The PHARMer's Market The Charitable Pharmacy is piloting a program that prescribes food as a drug to help patients with diabetes

Cheryl bursts into tears.

The elderly woman is sitting in St. Vincent de Paul’s Charitable Pharmacy as assistant pharmacy director Rusty Curington slides a large, non-descript box in front of her. This, he says, may save your life.

Cheryl is diabetic. Her A1c level is more than nine percent, a dangerously high level that puts her at risk for severe complications—heart failure, stroke, loss of limbs. She came into the pharmacy for insulin but is told that alone isn’t enough for her extreme condition.

For two hours, pharmacists educate her on diabetes, what’s happening in her body and what will probably happen if she doesn’t make some changes. They fill the prescription from her doctor for the insulin, but also fill their own self-written prescription for another drug that is going to help her as much as the medicine: food.

Not just food—healthy food. Curington lifts the lid of the box and starts pointing out its contents: low-carb tortillas to replace bread, low-fat turkey bacon as a protein, Greek yogurt, sweet potatoes and 24 other items. It also includes 27 recipe cards—three meals a day for nine days—that can be used with the food.

Cheryl stares through teary eyes at all of the food that is being given to her in an effort to make her healthier. In May, the pharmacy initiated a unique program called the PHARMer’s Market in which it is giving out healthy food to 50 of its high-risk diabetic patients in order to help them return to good health and document the impact of food as a drug. The concept is a result of a grant from CVS Pharmacy and the National Association of Free Clinics.

“The idea of food as a drug is not new,” says Curington, “but it’s certainly trending at the moment, which is sad because it should have always been a consideration because all disease states are impacted by food. In my vision, all pharmacies would be dispensing food as drugs—here’s your medicine, here are your over-the-counter products and the salad is over there. What would make that so great—and what makes this so appealing—is that it’s a multidisciplinary approach. You have your doctor, your pharmacist and your social worker involved. It’s coordinated care.”

That’s also what helped CVS pick St. Vincent de Paul for the grant. CVS previously took a giant step toward changing the idea of what a pharmacy should offer when it stopped selling cigarettes—a huge moneymaker but contradictory to promoting good health—in its stores.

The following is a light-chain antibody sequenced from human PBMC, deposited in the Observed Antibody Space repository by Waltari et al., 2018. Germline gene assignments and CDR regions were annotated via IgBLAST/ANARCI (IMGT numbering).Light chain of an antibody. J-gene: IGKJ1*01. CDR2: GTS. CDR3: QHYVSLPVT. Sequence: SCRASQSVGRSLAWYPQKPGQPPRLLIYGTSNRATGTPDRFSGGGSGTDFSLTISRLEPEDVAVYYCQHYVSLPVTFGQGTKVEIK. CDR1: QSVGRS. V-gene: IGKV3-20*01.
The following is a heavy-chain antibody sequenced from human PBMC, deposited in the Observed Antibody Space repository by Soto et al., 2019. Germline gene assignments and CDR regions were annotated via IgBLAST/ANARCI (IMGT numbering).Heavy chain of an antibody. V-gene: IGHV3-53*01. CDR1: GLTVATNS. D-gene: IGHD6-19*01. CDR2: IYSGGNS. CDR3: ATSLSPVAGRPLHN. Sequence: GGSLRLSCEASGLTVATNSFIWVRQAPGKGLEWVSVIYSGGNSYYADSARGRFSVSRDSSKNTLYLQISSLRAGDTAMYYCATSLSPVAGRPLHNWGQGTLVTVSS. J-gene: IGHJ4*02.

“I began my career selling cigarettes at Walgreens,” he says. “Why is a pharmacy selling cigarettes?”

Without getting into the economics or business models of pharmacies, Curington points out that freestanding pharmacies still don’t sell healthy foods, or pharmacies in grocery stores are always located on the other side of the produce.

The PHARMer’s Market is also a coordinated effort with St. Vincent de Paul’s food pantries, which is trying to change its focus from strictly addressing the issue of hunger to a more informed approach of addressing both hunger and health. Not all of the PHARMer’s Market food is currently available in the pantry, so Curington uses the grant money to purchase what’s needed to fill the boxes.

“People just don’t donate low-fat turkey bacon or Greek yogurt to the food pantry,” he says.

St. Vincent de Paul is planting gardens in an effort to supplement its food pantries with fresh produce, something that is becoming more and more common. Curington points to Boston Medical Center, which has a food pantry that receives 60 percent of its produce from the hospital’s rooftop garden. Doctors send patients to the pantry.

For St. Vincent de Paul, says Curington, a similar approach is a good fit. While nine percent of Americans have diabetes, 56 percent of those who come to the Charitable Pharmacy have diabetes.

“This means a lot to them,” says Curington. “People who come here don’t have the options that others have or often don’t have the educational background to know what healthier options are. We survey the people in the program, and most don’t report a food insecurity. They just don’t have healthy food options in their homes. They don’t understand that they are killing themselves with what they are eating. And if they make all of this at home instead of eating out, they can afford it. That is the critical element. A head of lettuce is 90 cents, and it can make three salads.”

Participants like Cheryl can bring their food boxes back every two weeks to be refilled. After three months—the time it takes for A1C levels to completely change—they rotate off the program. The whole program ends in October.

“If we get good outcomes, perhaps it can lead to different donations of food to the pantry, or maybe it can lead to other grants for the teaching kitchen so we can do this on a bigger scale,” he says. “It’s all about education—what food to have in home and how to make good meals.”

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